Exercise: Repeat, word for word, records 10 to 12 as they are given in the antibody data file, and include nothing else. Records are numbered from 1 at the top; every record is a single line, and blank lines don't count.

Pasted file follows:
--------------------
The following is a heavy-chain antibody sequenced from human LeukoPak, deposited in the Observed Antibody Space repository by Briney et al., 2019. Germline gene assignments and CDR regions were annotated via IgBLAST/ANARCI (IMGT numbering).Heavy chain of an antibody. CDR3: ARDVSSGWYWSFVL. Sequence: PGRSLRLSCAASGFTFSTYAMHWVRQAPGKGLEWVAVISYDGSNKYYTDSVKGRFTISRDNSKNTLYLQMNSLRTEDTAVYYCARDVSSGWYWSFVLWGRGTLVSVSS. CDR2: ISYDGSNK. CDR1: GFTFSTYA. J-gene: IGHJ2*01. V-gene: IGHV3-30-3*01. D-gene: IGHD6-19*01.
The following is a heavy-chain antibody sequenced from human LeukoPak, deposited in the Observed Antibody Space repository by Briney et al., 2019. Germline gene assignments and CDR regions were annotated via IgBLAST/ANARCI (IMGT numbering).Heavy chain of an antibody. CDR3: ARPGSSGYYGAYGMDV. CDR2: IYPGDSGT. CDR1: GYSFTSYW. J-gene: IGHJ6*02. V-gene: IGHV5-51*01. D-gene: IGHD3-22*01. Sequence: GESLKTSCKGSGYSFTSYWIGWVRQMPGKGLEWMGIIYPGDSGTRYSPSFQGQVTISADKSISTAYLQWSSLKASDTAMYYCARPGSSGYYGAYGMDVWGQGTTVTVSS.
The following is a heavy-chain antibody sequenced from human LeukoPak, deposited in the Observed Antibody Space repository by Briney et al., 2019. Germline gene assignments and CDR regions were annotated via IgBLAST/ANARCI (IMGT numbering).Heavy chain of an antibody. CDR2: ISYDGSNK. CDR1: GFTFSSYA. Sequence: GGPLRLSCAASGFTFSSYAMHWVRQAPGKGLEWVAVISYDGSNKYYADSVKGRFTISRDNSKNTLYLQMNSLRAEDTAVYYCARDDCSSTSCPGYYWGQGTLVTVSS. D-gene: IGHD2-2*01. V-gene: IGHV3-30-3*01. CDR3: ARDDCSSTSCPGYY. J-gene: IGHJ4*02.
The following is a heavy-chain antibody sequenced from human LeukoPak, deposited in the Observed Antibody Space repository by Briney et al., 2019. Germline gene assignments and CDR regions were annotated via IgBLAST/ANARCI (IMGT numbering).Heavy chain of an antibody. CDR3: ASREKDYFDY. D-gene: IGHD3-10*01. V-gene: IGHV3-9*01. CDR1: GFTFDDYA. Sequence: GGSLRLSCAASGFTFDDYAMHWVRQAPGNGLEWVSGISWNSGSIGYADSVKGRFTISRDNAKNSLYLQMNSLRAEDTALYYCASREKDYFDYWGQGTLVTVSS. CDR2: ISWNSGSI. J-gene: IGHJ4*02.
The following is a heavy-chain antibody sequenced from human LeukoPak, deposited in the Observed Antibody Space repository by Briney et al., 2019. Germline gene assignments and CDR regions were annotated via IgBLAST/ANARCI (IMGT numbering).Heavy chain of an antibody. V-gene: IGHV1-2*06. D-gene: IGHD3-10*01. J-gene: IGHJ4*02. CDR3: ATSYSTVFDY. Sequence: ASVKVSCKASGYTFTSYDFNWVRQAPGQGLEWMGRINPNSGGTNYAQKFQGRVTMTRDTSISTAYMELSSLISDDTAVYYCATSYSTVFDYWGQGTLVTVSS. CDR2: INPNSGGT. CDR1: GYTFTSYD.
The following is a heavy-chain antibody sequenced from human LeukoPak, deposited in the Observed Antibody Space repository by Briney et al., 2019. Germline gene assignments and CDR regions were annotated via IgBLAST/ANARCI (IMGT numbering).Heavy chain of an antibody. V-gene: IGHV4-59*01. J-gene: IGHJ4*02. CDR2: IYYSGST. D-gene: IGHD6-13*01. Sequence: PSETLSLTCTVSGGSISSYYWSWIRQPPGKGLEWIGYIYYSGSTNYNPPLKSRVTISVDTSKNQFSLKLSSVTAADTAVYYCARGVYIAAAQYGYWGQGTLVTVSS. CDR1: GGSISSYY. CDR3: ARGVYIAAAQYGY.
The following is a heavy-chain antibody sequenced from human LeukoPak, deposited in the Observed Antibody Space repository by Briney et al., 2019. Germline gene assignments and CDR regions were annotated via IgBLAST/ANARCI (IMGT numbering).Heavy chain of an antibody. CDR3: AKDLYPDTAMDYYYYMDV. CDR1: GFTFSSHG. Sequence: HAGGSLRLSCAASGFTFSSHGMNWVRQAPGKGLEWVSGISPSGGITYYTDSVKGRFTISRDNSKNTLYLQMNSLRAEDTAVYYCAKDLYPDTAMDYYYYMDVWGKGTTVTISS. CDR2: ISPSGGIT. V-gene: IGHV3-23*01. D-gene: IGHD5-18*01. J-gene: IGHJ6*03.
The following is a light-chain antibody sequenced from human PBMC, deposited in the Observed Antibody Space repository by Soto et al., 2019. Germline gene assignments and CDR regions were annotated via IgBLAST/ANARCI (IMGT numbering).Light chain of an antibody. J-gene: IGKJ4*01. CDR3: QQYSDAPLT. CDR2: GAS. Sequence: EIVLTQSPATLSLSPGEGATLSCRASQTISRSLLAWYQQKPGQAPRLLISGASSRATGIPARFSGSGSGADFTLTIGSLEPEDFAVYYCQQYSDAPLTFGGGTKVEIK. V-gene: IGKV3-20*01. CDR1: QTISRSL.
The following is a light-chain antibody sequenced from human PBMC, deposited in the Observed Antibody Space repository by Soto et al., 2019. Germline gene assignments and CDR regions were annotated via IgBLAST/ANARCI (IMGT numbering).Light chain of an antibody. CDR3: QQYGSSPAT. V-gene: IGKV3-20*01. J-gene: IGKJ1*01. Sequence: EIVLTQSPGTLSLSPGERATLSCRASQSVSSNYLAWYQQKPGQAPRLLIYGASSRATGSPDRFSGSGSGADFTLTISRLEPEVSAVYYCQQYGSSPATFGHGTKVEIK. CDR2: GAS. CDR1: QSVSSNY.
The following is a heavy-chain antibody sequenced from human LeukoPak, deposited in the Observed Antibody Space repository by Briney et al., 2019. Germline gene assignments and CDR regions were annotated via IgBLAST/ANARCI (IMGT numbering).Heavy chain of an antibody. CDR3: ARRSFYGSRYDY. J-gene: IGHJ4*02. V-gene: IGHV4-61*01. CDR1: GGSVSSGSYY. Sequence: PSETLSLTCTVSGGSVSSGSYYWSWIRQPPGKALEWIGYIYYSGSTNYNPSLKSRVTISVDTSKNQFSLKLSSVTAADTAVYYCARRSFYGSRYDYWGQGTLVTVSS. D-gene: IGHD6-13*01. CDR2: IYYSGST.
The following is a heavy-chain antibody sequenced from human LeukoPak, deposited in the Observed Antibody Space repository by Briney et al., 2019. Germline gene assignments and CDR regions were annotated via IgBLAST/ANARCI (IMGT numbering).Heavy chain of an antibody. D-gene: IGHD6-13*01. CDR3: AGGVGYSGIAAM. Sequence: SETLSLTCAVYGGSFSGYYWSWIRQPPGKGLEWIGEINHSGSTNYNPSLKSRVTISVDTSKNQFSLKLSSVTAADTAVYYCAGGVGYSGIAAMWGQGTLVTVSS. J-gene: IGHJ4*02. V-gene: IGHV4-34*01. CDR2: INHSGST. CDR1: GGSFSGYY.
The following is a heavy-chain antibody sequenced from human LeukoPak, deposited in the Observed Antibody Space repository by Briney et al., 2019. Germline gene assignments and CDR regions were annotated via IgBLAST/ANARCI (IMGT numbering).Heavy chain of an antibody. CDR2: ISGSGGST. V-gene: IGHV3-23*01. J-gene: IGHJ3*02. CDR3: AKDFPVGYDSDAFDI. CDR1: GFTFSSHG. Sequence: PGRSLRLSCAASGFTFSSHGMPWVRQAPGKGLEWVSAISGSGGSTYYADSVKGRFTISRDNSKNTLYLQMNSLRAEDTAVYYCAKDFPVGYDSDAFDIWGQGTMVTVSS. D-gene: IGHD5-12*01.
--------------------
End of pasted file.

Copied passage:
The following is a heavy-chain antibody sequenced from human LeukoPak, deposited in the Observed Antibody Space repository by Briney et al., 2019. Germline gene assignments and CDR regions were annotated via IgBLAST/ANARCI (IMGT numbering).Heavy chain of an antibody. CDR3: ARRSFYGSRYDY. J-gene: IGHJ4*02. V-gene: IGHV4-61*01. CDR1: GGSVSSGSYY. Sequence: PSETLSLTCTVSGGSVSSGSYYWSWIRQPPGKALEWIGYIYYSGSTNYNPSLKSRVTISVDTSKNQFSLKLSSVTAADTAVYYCARRSFYGSRYDYWGQGTLVTVSS. D-gene: IGHD6-13*01. CDR2: IYYSGST.
The following is a heavy-chain antibody sequenced from human LeukoPak, deposited in the Observed Antibody Space repository by Briney et al., 2019. Germline gene assignments and CDR regions were annotated via IgBLAST/ANARCI (IMGT numbering).Heavy chain of an antibody. D-gene: IGHD6-13*01. CDR3: AGGVGYSGIAAM. Sequence: SETLSLTCAVYGGSFSGYYWSWIRQPPGKGLEWIGEINHSGSTNYNPSLKSRVTISVDTSKNQFSLKLSSVTAADTAVYYCAGGVGYSGIAAMWGQGTLVTVSS. J-gene: IGHJ4*02. V-gene: IGHV4-34*01. CDR2: INHSGST. CDR1: GGSFSGYY.
The following is a heavy-chain antibody sequenced from human LeukoPak, deposited in the Observed Antibody Space repository by Briney et al., 2019. Germline gene assignments and CDR regions were annotated via IgBLAST/ANARCI (IMGT numbering).Heavy chain of an antibody. CDR2: ISGSGGST. V-gene: IGHV3-23*01. J-gene: IGHJ3*02. CDR3: AKDFPVGYDSDAFDI. CDR1: GFTFSSHG. Sequence: PGRSLRLSCAASGFTFSSHGMPWVRQAPGKGLEWVSAISGSGGSTYYADSVKGRFTISRDNSKNTLYLQMNSLRAEDTAVYYCAKDFPVGYDSDAFDIWGQGTMVTVSS. D-gene: IGHD5-12*01.